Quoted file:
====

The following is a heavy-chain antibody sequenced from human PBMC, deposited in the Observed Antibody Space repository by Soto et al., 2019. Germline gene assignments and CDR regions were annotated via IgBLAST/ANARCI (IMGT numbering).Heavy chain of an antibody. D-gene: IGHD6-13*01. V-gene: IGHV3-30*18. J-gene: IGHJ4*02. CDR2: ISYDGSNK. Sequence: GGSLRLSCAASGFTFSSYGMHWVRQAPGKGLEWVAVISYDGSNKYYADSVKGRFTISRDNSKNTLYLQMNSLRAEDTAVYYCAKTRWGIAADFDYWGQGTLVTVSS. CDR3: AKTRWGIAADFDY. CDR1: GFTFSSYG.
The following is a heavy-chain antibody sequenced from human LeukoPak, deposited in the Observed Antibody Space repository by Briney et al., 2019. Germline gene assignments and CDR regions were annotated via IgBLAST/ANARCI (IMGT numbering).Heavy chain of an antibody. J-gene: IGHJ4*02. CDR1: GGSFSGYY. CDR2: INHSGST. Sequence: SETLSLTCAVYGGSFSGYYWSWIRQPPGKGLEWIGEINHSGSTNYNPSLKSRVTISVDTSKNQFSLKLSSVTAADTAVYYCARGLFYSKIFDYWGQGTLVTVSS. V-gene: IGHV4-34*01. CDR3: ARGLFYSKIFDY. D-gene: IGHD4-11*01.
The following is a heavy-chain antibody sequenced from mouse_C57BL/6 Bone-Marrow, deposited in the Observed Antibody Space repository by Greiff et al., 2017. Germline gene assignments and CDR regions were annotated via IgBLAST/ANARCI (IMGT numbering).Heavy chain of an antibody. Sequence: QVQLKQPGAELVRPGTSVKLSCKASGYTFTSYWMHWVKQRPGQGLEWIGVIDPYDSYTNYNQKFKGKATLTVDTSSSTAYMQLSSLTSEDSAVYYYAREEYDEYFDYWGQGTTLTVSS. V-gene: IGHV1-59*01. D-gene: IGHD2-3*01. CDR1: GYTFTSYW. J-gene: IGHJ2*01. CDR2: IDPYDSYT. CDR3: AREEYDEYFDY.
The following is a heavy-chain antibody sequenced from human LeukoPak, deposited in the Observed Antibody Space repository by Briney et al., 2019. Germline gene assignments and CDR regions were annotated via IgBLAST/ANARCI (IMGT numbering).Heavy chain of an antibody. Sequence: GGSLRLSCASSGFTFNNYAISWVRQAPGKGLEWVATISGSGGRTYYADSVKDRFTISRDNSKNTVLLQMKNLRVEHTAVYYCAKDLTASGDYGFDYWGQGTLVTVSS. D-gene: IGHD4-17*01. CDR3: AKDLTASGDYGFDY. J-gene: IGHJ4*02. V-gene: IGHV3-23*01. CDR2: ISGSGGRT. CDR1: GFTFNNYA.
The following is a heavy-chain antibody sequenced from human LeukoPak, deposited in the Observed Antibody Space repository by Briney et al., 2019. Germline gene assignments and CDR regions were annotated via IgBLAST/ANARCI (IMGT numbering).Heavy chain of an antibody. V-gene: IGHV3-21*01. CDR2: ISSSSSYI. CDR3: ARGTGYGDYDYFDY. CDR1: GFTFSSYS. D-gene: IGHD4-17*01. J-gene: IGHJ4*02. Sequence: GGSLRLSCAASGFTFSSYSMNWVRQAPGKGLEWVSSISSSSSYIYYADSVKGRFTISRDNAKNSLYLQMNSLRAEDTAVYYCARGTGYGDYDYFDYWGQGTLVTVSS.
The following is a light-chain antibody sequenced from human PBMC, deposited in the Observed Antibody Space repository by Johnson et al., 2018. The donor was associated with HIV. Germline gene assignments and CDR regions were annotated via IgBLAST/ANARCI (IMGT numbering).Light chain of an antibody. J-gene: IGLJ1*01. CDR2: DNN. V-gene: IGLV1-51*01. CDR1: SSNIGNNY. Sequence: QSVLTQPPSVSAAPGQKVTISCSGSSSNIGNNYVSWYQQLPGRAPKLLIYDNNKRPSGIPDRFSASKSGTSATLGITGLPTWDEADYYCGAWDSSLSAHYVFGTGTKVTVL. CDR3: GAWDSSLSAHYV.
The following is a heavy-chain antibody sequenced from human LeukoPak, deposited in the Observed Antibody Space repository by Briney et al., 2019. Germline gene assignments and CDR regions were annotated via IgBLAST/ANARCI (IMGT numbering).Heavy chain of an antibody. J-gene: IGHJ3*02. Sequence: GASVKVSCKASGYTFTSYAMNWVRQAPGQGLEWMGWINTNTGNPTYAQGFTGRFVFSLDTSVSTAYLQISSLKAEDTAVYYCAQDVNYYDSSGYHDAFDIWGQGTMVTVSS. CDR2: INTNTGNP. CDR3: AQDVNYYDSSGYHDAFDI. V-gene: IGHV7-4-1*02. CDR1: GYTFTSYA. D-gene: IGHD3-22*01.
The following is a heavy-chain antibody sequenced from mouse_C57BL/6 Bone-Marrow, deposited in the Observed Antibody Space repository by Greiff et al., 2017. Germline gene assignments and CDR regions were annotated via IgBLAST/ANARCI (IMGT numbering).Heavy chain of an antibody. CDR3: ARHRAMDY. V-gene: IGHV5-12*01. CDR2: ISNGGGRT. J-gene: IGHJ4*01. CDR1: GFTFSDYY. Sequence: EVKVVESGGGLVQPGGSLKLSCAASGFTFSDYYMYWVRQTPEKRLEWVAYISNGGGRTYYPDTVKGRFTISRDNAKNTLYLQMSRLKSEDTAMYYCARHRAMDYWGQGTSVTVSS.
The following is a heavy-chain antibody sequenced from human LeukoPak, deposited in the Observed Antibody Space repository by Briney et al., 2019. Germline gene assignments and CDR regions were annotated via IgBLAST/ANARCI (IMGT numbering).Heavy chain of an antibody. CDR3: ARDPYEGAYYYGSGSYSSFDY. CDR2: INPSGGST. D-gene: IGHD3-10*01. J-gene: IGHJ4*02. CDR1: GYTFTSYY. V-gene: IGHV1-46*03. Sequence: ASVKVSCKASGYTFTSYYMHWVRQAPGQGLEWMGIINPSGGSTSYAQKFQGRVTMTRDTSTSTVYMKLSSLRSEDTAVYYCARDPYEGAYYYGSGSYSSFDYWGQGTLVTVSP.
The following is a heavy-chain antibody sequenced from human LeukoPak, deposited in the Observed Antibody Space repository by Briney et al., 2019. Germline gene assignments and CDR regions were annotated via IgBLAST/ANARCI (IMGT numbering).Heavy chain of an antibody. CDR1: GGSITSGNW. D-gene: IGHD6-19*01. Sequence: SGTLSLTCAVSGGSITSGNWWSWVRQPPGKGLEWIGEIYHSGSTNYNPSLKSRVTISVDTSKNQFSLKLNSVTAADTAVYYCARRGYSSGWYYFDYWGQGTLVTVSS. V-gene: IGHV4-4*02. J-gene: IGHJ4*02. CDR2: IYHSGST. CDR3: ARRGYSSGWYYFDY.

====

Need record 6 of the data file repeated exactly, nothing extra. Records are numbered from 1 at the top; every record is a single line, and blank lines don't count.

The following is a light-chain antibody sequenced from human PBMC, deposited in the Observed Antibody Space repository by Johnson et al., 2018. The donor was associated with HIV. Germline gene assignments and CDR regions were annotated via IgBLAST/ANARCI (IMGT numbering).Light chain of an antibody. J-gene: IGLJ1*01. CDR2: DNN. V-gene: IGLV1-51*01. CDR1: SSNIGNNY. Sequence: QSVLTQPPSVSAAPGQKVTISCSGSSSNIGNNYVSWYQQLPGRAPKLLIYDNNKRPSGIPDRFSASKSGTSATLGITGLPTWDEADYYCGAWDSSLSAHYVFGTGTKVTVL. CDR3: GAWDSSLSAHYV.